Next myth: North Korea is a dangerous and irrational military power. You’d be wrong to think that, despite any evidence to the contrary. No doubt when the DPRK threatens to attack Japan or the United States it’s just being idiosyncratic. It’s just larks. High japes. Banter. The DPRK’s military is dilapidated and poorly funded, they couldn’t possibly be a serious threat to anybody (apart from their own people, of course. And still no mention of the death camps in the article. How curious). They only spent $4.38bn on defence in 2009, for example, a trifling 15.64% of its GDP. A totally reasonable sum for a – no doubt – peaceful nation. Besides, North Korea only has an estimated four to eight operational warheads whereas the United States has over 2,200. There you have it then. North Korea has nuclear weapons, the USA has nuclear weapons. It’s all the same.

Next myth: North Korea is a criminal state. There’s no evidence to support this, it’s all just whispers, smoke and mirrors. Besides, all our media reports are founded on “allegations from defectors and unnamed US officials”. Defectors! Pah! Who could trust those traitors? There’s no real evidence that the state itself is behind any of this.

But hang on. I thought the point of this piece was to show how our conceptions of the people of North Korea were wrong? Indeed, a response on Twitter from The Guardian’s very own Guardian North Korea Twitter account (yes, they really do have one) stated that the author is arguing that “North Koreans – rather than rulers of – are active agents of their own destiny”.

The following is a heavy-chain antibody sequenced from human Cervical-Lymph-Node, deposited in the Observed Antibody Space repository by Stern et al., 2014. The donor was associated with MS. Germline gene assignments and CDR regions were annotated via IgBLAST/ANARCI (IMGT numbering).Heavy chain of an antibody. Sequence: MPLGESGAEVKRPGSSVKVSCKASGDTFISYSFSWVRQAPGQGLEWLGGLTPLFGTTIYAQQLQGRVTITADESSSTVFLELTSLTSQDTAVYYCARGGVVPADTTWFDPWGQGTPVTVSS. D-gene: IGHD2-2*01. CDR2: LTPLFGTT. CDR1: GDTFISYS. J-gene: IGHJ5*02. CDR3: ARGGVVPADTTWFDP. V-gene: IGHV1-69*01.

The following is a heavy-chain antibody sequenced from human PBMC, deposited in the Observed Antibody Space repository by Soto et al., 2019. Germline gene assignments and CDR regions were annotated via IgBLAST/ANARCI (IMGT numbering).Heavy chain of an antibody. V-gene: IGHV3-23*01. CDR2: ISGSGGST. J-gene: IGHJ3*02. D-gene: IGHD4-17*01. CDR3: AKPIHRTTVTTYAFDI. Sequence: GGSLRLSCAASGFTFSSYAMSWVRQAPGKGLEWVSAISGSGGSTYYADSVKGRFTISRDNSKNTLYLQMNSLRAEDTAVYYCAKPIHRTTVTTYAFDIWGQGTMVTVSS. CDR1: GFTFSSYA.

“Active agents of their own destiny.” Apart from those in the death camps, of course. Did I mention that this article doesn’t even refer to the death camps?

Far from debunking any myths, this article instead ignores a very obvious truth: that North Korea is a uniquely paranoid and dangerous regime and that the people it endangers the most are its own. Of course the North Korean people are not any different to the rest of us: they’re just unfortunate to live in a concentration camp masquerading as a country. This article, constructed around puncturing myths that don’t even exist, is nothing but a thinly veiled justification of that regime.

Where else but The Guardian could you read DPRK propaganda dressed up as a piece about challenging prejudices?

P.S. The article doesn’t mention the death camps. Can’t remember if I pointed that out.

Sunny Hundal: Gaza, Falsehoods, Moral Equivalence

By Jamie Palmer

At a time when the Middle East is convulsed by conflicts in which neither party has much to recommend them, the war in Gaza benefits from a rare moral clarity. A liberal democracy and the world’s only Jewish State came under attack by an openly eliminationist and genocidally anti-Semitic totalitarian terrorist organization. In a saner world, support for the former from democrats of all stripes would be a foregone conclusion. But, alas, we live in this one.

The Left’s deranged hesperophobic tendency has, of course, gone completely berserk. But images of broken Palestinian children being removed from the rubble of Gaza – often presented as if the conflict is about nothing else – have helped to give their hysterical views a veneer of reasonability, and their madness has begun to infect the opinions of otherwise clear-minded people.

One such person is Sunny Hundal. I have many differences with Hundal, but he is not someone who can be readily bracketed with anti-Western head-bangers like Mehdi Hasan and Owen Jones. Hundal supported military intervention in Syria and, domestically, he has been supportive of counter-extremism efforts by organisations such as Quilliam to combat homegrown radical Islam.